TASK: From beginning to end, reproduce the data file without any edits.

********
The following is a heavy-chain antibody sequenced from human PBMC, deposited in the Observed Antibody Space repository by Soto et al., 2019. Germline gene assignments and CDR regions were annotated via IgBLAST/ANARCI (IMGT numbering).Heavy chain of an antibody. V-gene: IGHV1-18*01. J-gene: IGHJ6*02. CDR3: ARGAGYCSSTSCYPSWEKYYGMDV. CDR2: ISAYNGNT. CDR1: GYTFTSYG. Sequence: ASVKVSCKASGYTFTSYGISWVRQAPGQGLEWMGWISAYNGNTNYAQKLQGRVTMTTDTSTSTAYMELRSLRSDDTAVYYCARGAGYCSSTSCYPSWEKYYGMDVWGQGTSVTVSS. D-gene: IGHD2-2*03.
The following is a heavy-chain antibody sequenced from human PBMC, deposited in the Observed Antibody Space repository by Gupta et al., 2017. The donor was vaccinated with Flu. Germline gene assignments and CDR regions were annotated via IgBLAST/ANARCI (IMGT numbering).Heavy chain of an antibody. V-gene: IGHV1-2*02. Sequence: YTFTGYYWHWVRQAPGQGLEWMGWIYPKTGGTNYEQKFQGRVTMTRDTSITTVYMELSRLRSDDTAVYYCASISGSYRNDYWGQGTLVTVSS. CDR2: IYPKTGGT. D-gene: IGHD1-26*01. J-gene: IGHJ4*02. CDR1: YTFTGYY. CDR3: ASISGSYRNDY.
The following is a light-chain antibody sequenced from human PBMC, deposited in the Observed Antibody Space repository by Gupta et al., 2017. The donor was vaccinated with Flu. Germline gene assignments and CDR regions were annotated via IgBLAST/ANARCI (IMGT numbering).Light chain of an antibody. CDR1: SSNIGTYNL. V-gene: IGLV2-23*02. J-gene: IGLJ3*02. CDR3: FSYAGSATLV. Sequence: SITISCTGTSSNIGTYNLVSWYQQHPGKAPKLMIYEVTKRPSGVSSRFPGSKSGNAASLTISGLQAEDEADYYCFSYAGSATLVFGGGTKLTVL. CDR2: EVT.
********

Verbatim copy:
The following is a heavy-chain antibody sequenced from human PBMC, deposited in the Observed Antibody Space repository by Soto et al., 2019. Germline gene assignments and CDR regions were annotated via IgBLAST/ANARCI (IMGT numbering).Heavy chain of an antibody. V-gene: IGHV1-18*01. J-gene: IGHJ6*02. CDR3: ARGAGYCSSTSCYPSWEKYYGMDV. CDR2: ISAYNGNT. CDR1: GYTFTSYG. Sequence: ASVKVSCKASGYTFTSYGISWVRQAPGQGLEWMGWISAYNGNTNYAQKLQGRVTMTTDTSTSTAYMELRSLRSDDTAVYYCARGAGYCSSTSCYPSWEKYYGMDVWGQGTSVTVSS. D-gene: IGHD2-2*03.
The following is a heavy-chain antibody sequenced from human PBMC, deposited in the Observed Antibody Space repository by Gupta et al., 2017. The donor was vaccinated with Flu. Germline gene assignments and CDR regions were annotated via IgBLAST/ANARCI (IMGT numbering).Heavy chain of an antibody. V-gene: IGHV1-2*02. Sequence: YTFTGYYWHWVRQAPGQGLEWMGWIYPKTGGTNYEQKFQGRVTMTRDTSITTVYMELSRLRSDDTAVYYCASISGSYRNDYWGQGTLVTVSS. CDR2: IYPKTGGT. D-gene: IGHD1-26*01. J-gene: IGHJ4*02. CDR1: YTFTGYY. CDR3: ASISGSYRNDY.
The following is a light-chain antibody sequenced from human PBMC, deposited in the Observed Antibody Space repository by Gupta et al., 2017. The donor was vaccinated with Flu. Germline gene assignments and CDR regions were annotated via IgBLAST/ANARCI (IMGT numbering).Light chain of an antibody. CDR1: SSNIGTYNL. V-gene: IGLV2-23*02. J-gene: IGLJ3*02. CDR3: FSYAGSATLV. Sequence: SITISCTGTSSNIGTYNLVSWYQQHPGKAPKLMIYEVTKRPSGVSSRFPGSKSGNAASLTISGLQAEDEADYYCFSYAGSATLVFGGGTKLTVL. CDR2: EVT.